The ruins of Thulamela in south Africa
The ruins of Taba zikamambo (Manyanga) in Zimbabwe
muzzle loading cannon from the Portuguese settlement of Dambarare found at Danangombe after it was taken by Changamire’s forces
In the early 18th century, succession disputes led to the migration of some of his sons to found other states which would be mostly autonomous from the Rozvi, one went to in northern South Africa where he established his capital at Dzata in the 18th century53, another moved to the region of Hwange in north-western zimbabwe and established the towns of Mtoa54 Bumbusi and Shangano55 in the 18th and early 19th centuries, there was no building or settlement activity at great Zimbabwe by this time and occupation had fallen significantly.
The ruins of Mtoa and Bumbusi in Zimbabwe
The ruins of Dzata in south Africa
Map of 103 of the better known dzimbabwes until the 19th century, their total exceeds 1,000 sites.
Disintegration, warfare and decline: the end of the Zimbabwe culture in the 19th century
The early 19th century witnessed another round of political upheaval and internecine warfare associated with the migration (Mfecane) into the region by various groups including Nguni-speakers, Tswana-speakers and Ndebele-speakers, who came from the regions that are now in south Africa and southern Botswana and were migrating north as a result of the northward migration of the Dutch-speaking Boer settlers who were themselves fleeing from British conquests of the cape colony, coupled with the increasing encroachment of the Portuguese from Mozambique into parts of eastern Zimbabwe, the rising population in the region and the founding of new states that eventually extinguished the last of the dzimbabwes; with the flight of the last Changamire of Rozvi kingdom occurring in the 1830s after he had been defeated by the Nguni leader Nyamazama, and by the 1850s, the Ndebele took over much of the Rozvi heartland, absorbed the remaining petty chiefs and assimilating many of the Rozvi into the new identity in their newly established state which was later taken by the advancing British colonial armies under Cecil Rhodes in the 1890s.56
Cecil Rhodes’s expansionism was driven by the search of precious minerals following the discovery of diamonds at Kimberly in 1869 and gold in the highveld in 1886, as well as the flurry of publications of the fabled mines of king Solomon supposedly near the dry-stone ruins across the region, By then only a small clan occupied Great Zimbabwe57, the last guards of southern Africa's greatest architectural relic.
Great Zimbabwe: a contested past
The ruin of Great Zimbabwe is arguably Africa’s most famous architectural monument after the ancient pyramids and they were for many decades in the 20th century at the heart of an politically driven intellectual contest for the land of Zimbabwe instigated by the colonial authorities and the european settlers’ elaborate attempt at inserting themselves in a grand historical narrative of the souhern african past, inorder to support their violent displacement and confiscation of land from the African populations whom they had found in the region, this begun with the infamous colonial wars fought between the Matebele kingdom and the Cecil rhodes’ British South Africa Company that involved nearly 100,000 armed men rising to defend their kingdom against a barrage of machine gun fire, after more 2 wars involving many battles, Rhodes took over what became the colony of Rhodesia. He had by then established the ancient ruins company in 1895 (after the first Matebele war) with the exclusive objective of plundering of the ancient ruins of south-east Africa —as the name of the company clearly states-- this included Great Zimbabwe, from where his “treasure hunters” took several soapstone birds, but the largest loot was taken from Danangombe where more than 18kg of gold was stolen from elite graves in 1893 by the American adventurer F.R. Burnham, and another 6kg taken from the Mundie ruin not far from Danangombe by Cecil rhodes’ colleagues, both loot were sold to Cecil Rhodes; which prompted the formation of the formation of the ancient ruins company, which by 1896 had stolen another 19.8kg of gold in just six months, resuming after the second Matebele war to steal even more gold from over 55 ruins totalling over 60 kg, which included jewelry, bracelets, beads and other artifacts that they melted and sold.58 before the company was closed in 1900 after attracting rival looters and doing irreparable damage to the sites.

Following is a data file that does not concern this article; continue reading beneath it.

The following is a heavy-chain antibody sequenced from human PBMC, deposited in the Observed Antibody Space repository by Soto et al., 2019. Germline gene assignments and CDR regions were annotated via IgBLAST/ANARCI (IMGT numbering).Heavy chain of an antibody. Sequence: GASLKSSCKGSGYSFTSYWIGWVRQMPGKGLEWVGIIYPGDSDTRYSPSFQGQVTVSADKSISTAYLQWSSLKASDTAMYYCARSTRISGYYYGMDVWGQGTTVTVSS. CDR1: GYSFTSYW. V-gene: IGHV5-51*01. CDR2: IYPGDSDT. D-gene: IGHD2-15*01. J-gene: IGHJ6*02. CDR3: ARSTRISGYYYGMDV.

Photos of some of the Gold objects and jewelry stolen from the ruins of Danangombe and Mundie (from: The ancient ruins of Rhodesia by Richard Hall)
Earlier in 1891 on his first visit to Great Zimbabwe, Rhodes told the ruler of Ndebele; King Lobengula (whose armies his company would later fight) that “the great Master has come to see the ancient temple which once upon a time belonged to white men"59Rhodes then begun an intellectual project with his army of amateur archeologists such as Theodore bent and Richard Hall (whose “digs” he sponsored)60 with the intent to deny any claims of the Africans’ construction of great Zimbabwe, by weaving together the vague references to the Solomon’s mines from Portuguese accounts, with the diffusionist and Hamitic-race theories popular at the time to create a story in which him and the European settlers he came with could legitimize their plunder by claiming that their right to settle the lands of Zimbabwe was stronger than the Africans whom he found.61 But having no real academic background or training in archeology, Bent and Hall’s findings —published in 1902 and 1905— were disproved almost immediately by the professional archeologist Randal Mc-Iver in 1906 who proved Great Zimbabwe’s African origin, writing that "the people who inhabited the elliptical temple belonged to tribes whose arts and manufacture are indistinguishable from those of the modern Makalanga”62 (the Kalanga are a shona-speaking group), although consensus wouldn’t shift to his favor until his studies were confirmed by Gertrude Caton-Thompson in 1931 after her extensive digs in several ruins across the region proved beyond doubt that the ruins were of local construction, effectively ending the “debate” at least in academic circles63.